The Special Ops Era, 10 Years Later: How Mavericks Reinvented the Military

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Roberto Schmidt / AFP / Getty Images

U.S. Army Infantry Rangers detain two Iraqi men inside a government building in Baquba, Iraq, in April 2003

In a new book from TIME, Special Ops: The Hidden World of America's Toughest Warriors, international editor Jim Frederick reports on the secret world of the U.S. military units. Now available in bookstores everywhere, or go to to order your copy today.

The first time most Americans heard the name Stanley McChrystal was in mid-2009, when President Obama promoted him to four-star general and commander of U.S. and allied forces in Afghanistan. The appointment took many in Washington by surprise too: Stanley who? McChrystal was not a man accustomed to the schmoozing rituals of the Beltway. But national security cognoscenti knew exactly who he was: a killer. Having just completed a five-year stint as the chief of Joint Special Operations Command (JSOC), which oversees America's most secret military units, like SEAL Team 6 and Delta Force, Stan McChrystal was the quintessential black-ops warrior. McChrystal was one of a new generation of military leaders who became top commanders in the post-9/11 era and completed the transition from a military run by Cold Warriors like Norman Schwarzkopf, Tommy Franks, and Colin Powell to one focused on terrorism and the so-called small wars that prevail today.

A West Point graduate, McChrystal did several tours with the Army Rangers and developed a reputation as a kind of warrior monk, getting by on only one meal and a few hours of sleep a day. He was known as an aggressive soldier unafraid of the moral ambiguities of black ops, yet also a scholar who had put in stints at Harvard and the Council on Foreign Relations. During his 2003-08 tenure at JSOC, McChrystal forged better ties with the CIA and other intelligence units, leading to several successes like the capture of Saddam Hussein in 2003 and the killing of Abu Musab al-Zarqawi, the leader of al Qaeda in Iraq, in 2006. Under McChrystal, JSOC became a terrorist-hunting operation conducting thousands of missions and ratcheting up its proficiency and lethality. But controversy followed McChrystal as well. Thirty-four members of one JSOC task force were disciplined in 2004 for prisoner abuse at Abu Ghraib. McChrystal and his coterie were so accustomed to operating in the shadows that it eventually undermined his career. He was forced to resign in 2010, after Rolling Stone quoted members of his staff making disparaging remarks about the President and Vice President.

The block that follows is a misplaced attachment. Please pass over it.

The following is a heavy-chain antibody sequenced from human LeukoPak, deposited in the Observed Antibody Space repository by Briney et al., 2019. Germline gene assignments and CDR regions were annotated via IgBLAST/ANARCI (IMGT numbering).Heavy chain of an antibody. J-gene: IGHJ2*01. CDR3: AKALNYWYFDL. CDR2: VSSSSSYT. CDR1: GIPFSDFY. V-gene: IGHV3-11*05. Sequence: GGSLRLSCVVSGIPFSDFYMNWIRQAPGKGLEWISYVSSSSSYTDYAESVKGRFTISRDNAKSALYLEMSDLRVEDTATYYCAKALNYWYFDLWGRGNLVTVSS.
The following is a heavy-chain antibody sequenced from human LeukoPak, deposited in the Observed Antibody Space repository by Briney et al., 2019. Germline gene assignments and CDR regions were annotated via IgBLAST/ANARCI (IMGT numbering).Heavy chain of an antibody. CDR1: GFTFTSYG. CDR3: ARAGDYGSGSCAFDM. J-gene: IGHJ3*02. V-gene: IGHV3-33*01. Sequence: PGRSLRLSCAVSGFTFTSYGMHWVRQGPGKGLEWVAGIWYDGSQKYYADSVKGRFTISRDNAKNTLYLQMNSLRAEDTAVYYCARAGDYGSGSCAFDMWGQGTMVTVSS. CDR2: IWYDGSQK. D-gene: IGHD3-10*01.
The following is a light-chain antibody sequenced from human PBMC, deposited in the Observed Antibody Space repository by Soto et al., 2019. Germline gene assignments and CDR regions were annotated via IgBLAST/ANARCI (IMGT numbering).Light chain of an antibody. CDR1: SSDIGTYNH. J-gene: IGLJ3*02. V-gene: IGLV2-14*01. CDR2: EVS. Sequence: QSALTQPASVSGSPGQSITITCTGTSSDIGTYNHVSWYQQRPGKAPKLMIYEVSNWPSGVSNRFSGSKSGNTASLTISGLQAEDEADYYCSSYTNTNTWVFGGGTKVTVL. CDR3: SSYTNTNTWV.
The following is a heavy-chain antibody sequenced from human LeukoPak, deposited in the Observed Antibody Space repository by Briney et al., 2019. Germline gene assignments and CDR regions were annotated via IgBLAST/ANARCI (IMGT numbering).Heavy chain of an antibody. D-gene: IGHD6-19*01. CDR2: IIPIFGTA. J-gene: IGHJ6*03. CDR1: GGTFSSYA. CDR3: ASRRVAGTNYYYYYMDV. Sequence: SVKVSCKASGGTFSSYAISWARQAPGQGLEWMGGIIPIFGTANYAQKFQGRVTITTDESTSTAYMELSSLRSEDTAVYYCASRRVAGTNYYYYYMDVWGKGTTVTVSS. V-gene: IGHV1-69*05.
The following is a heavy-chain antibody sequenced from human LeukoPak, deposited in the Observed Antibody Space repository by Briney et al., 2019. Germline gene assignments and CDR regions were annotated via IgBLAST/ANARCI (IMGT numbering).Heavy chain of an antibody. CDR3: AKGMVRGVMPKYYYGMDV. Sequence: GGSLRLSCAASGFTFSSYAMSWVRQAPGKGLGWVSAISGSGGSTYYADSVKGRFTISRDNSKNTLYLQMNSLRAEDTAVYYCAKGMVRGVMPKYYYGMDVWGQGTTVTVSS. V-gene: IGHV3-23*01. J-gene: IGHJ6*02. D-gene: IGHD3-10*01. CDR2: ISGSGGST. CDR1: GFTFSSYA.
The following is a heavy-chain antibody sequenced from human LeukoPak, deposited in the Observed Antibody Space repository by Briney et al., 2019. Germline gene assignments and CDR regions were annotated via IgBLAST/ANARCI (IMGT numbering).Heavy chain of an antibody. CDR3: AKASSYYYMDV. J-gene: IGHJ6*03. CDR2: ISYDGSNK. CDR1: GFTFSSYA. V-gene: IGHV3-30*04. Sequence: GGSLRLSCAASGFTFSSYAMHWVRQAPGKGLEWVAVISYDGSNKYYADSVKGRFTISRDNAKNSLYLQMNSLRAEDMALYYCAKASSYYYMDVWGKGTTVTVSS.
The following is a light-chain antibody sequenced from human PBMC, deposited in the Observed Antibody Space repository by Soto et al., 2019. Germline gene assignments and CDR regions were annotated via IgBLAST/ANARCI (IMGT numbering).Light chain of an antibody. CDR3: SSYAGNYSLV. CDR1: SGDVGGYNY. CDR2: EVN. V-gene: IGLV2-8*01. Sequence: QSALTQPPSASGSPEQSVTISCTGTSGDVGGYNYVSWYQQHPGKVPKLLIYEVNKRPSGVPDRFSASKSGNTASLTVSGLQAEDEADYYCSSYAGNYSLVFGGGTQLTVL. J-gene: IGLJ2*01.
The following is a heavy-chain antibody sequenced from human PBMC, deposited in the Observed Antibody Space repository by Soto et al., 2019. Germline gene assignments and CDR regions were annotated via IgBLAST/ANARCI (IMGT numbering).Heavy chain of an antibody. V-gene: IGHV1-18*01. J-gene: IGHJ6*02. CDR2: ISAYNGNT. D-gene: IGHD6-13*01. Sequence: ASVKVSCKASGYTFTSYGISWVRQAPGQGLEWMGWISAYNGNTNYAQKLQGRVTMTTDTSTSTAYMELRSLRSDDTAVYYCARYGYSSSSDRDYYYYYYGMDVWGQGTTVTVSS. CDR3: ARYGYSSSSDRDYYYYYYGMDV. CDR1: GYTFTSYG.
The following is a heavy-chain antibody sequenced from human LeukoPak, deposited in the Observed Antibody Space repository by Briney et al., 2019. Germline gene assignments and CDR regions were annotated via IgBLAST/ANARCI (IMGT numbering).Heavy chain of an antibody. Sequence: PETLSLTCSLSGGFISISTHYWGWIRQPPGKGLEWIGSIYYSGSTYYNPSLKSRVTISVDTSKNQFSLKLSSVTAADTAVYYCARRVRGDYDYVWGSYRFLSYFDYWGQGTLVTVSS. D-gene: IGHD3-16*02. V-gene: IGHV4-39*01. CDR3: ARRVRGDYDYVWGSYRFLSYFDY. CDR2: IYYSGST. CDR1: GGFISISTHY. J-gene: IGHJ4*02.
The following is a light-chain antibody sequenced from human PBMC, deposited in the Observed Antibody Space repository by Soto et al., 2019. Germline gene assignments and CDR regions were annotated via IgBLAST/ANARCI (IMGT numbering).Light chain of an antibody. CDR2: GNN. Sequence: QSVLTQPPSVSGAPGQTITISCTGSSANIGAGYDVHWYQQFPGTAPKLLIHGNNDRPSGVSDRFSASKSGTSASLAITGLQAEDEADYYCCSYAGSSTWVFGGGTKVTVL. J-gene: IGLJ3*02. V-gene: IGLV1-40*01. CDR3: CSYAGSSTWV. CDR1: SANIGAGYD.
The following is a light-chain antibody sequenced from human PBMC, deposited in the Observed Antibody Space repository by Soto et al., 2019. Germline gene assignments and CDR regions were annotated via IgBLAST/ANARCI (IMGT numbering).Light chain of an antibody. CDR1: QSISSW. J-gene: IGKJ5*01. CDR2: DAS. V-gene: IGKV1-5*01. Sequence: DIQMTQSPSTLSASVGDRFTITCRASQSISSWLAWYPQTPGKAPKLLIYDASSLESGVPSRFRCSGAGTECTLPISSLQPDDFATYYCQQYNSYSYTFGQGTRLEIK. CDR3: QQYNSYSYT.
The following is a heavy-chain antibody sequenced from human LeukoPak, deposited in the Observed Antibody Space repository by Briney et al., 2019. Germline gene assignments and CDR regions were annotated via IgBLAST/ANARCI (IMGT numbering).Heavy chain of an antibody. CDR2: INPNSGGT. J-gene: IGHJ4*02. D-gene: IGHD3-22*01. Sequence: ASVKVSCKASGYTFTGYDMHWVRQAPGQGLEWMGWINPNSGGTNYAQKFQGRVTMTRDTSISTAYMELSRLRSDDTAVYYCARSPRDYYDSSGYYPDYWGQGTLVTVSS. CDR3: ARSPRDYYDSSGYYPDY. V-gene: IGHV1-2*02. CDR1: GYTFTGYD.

McChrystal's departure had little to do with policy differences. In fact, Obama had surprised many by not only maintaining his predecessor's focus on special ops but intensifying it. In 2009, Obama named Vice Adm. William McRaven as McChrystal's successor to head JSOC, the first Navy SEAL to run the command. Under McRaven, JSOC has expanded its activities even further beyond the battlefields of Afghanistan and Iraq, including a deal with Yemeni President Ali Abdullah Saleh to conduct clandestine operations with Yemeni troops against al Qaeda in the Arabian Peninsula. But McRaven dedicated most of his attention to Afghanistan. On his watch U.S. special ops forces killed or captured hundreds of Taliban and terrorist leaders, primarily in the new style of rapid-fire, unrelenting nighttime raids. The raids, sometimes numbering more than a dozen a night, have been one of the cornerstones of the Afghan war strategy. "Nobody thought it would be possible, frankly, to take that command beyond what Stan McChrystal did, but he has," Michael G. Vickers, undersecretary of defense for intelligence, told the Washington Post. "He has taken what was already a very integrated interagency organization and taken it to another level." In April, Obama promoted him to head the U.S. Special Operations Command, which oversees not only JSOC but more conventional special ops units like the Green Berets and Army Rangers.

Order a copy of Special Ops at

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